Community CARES grant applications open Monday; Nebraska Guard moving out of COVID-19 support role
Gov. Pete Ricketts announced Thursday afternoon during his update on the state's COVID-19 response that Nebraska National Guard would begin withdrawing from their support role with Test Nebraska.
National Guard units have been assisting with testing in several Nebraska cities, including Omaha, but will begin transitioning away from those duties next week, leaving COVID-19 testing sites in the hands of healthcare providers and hospitals, Ricketts said.
Ricketts still urged Nebraskans to sign up for Test Nebraska and said Thursday that the state has opened up restrictions for testing.
"Essentially, if you sign up for TestNebraska.com, you can go look to get scheduled," Ricketts said. "We don't have any more restrictions on prioritizing people."
Through the weekend, National Guard will continue with Test Nebraska testing in Omaha as well as Hastings, Imperial, North Platte, Seward, South Sioux City, and Springfield, he said. Next week, the state will transition COVID-19 testing from Guard personnel to hospitals, starting in Columbus, Kearney, Norfolk, West Point, and York.
The governor said the state's hospitalization rate is falling, even as others enter the hospital for non-COVID-19 reasons. Hospital capacity across the state is at 38% — 131 patients in hospitals, down from 149 two months ago — with 44% of ICU beds available, and 80% of ventilators available, he said.
Ricketts said the state has the lowest rate of hospitalizations — and the lowest unemployment rate, at 5.2% — in the country and credits Nebraskans' efforts to maintain proper social distancing.
"We've also been able to allow people to start returning back to a more normal life — that's why we've got the lowest unemployment rate," he said.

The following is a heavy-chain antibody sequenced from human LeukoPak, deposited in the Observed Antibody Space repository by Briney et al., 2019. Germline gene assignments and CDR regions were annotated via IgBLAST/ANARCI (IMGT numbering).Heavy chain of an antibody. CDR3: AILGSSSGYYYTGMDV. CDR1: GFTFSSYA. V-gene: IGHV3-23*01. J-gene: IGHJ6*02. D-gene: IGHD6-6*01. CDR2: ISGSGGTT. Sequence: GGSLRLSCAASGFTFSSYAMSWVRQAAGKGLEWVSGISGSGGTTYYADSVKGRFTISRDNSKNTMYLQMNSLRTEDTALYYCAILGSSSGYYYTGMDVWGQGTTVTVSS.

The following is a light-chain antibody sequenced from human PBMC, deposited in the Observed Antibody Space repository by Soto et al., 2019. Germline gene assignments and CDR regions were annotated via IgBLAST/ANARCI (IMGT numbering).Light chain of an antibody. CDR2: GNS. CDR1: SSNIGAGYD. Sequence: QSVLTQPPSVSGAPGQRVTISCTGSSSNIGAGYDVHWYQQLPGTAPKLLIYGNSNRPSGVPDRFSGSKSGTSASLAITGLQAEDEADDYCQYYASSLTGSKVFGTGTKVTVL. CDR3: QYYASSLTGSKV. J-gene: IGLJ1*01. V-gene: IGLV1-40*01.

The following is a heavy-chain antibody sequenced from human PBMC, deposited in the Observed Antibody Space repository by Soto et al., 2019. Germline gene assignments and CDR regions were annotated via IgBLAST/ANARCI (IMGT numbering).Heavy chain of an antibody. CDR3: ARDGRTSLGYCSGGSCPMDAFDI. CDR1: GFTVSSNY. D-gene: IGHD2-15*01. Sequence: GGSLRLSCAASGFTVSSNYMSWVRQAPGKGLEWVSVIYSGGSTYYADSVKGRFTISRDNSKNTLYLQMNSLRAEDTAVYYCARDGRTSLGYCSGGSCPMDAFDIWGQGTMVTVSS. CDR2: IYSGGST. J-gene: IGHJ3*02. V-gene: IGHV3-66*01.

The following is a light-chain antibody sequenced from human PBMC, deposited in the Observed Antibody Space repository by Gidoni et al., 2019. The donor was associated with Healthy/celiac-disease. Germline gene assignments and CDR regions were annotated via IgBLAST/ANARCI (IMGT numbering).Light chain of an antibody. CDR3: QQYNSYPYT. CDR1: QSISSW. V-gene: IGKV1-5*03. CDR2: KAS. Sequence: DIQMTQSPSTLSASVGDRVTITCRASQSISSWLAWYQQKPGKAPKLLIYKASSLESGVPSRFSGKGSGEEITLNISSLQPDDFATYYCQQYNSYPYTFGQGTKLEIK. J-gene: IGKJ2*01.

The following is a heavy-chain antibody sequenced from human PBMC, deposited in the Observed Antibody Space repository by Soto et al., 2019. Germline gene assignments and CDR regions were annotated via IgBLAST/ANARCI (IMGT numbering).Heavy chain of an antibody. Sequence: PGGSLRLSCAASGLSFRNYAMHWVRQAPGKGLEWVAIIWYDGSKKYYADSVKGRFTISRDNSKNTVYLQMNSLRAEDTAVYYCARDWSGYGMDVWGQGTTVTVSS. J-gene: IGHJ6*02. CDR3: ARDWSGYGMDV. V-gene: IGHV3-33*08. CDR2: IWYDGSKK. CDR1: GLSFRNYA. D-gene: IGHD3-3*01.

The state is preparing to distribute $85 million in grants, according to
, CEO of Nebraska Department of Health and Human Services.
Applications for the stabilization grants open to qualifying organizations on Monday at
Grants will be used to provide organizations with the things they need to help prevent the spread of COVID-19 in the community, such as providing PPE at houses of worship, she said.
But that's only one example.
A portion of the state's CARES Act funds will also be made available for childcare — both at home and at childcare centers — and houses of worship in order to help them with PPE expenses and to afford disinfectant supplies.
The first grant, a $40 million stabilization grant, will be allocated to 501c3 and select provider organizations license with the state, Smith said. The second grant will see $43 million allocated to those organizations that assist with behavioral health in the community.
Nebraska health officials stressed the importance of resuming childhood vaccinations, which had been put on hold in the past few months as the state working to manage the spread of COVID-19.
Vaccinations can protect children from 14 serious illnesses, Dr. Gary Anthone, Nebraska's chief medical officer, said during Thursday's update.
Every child is recommended to continue to get vaccinations — even if they are late, and even during the pandemic, he said.
Ricketts noted during Thursday's update that Nebraska has once again been awarded the Silver Shovel by corporate niche magazine
. According to the
, it's the second consecutive year the state has received the award, which recognizes the state's efforts to recruit "high-value, job-creating investment projects."
Ricketts said his next COVID-19 briefing is scheduled for 2 p.m. Thursday, July 2.